House Speaker Paul Ryan says the decision to provide classified intelligence briefings to Hillary Clinton must be reconsidered, arguing her "record of extraordinary lack of discretion and judgment" makes the risk "just too great."
In an opinion piece for the Washington Post
posted Wednesday, the powerful Wisconsin lawmaker said there are more than enough reasons for the director of national intelligence, James Clapper, to rethink his refusal
to withhold briefings from Clinton.
"It's no small matter to hand over classified information to a person as reckless with our national security as Clinton, absent the voting public's explicit permission in November," Ryan writes.
"Until that time, given Clinton's record of extraordinary lack of discretion and judgment, the risk is just too great."
Ryan argues the FBI's investigation of Clinton made one thing clear – that she "recklessly mishandled classified information."
"The consequences for the safety of our nation are grave," he writes.
"Clinton's actions may have allowed our enemies to access intelligence vital to our national security," he notes, deriding her for using her private email server that was less secure than "a standard Gmail account."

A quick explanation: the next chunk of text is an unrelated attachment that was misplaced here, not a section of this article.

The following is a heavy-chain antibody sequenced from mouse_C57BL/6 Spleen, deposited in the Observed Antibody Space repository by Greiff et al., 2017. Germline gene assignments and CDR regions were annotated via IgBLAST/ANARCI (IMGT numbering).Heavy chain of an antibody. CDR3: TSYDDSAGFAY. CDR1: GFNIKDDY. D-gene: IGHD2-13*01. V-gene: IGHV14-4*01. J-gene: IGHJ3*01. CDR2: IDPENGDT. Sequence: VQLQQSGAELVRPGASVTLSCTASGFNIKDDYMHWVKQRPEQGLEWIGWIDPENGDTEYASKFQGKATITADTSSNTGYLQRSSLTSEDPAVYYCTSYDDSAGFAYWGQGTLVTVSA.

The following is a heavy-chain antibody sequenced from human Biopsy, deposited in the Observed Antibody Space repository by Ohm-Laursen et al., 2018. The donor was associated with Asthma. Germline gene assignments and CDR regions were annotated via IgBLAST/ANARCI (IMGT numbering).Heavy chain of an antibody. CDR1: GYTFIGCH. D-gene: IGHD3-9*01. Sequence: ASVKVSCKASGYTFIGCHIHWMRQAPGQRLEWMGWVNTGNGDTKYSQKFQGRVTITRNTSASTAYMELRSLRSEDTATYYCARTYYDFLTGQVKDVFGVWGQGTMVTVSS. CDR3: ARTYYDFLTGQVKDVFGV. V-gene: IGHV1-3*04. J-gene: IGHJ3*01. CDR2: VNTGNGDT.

Ryan also disagrees with FBI Director James Comey's assessment of Clinton and her staff as "extremely careless.
"Her actions do not seem careless at all," he writes. "In fact, Clinton's actions seem quite careful — careful to place her own interests before our national security."
Ryan also decries the suggestion from the FBI's probe that "Clinton may have lied to Congress and did lie to the American people about what she did."
"Given all this, the FBI's recommendation against criminal charges is puzzling, and I have asked Comey to release all of his findings," he said.
"As the presumptive Democratic nominee, Clinton is set to begin receiving classified intelligence briefings immediately following the Democratic National Convention this month," Ryan writes.
"The American people need to know what accountability Clinton will face — and what safeguards will be put in place to protect this information," he adds.
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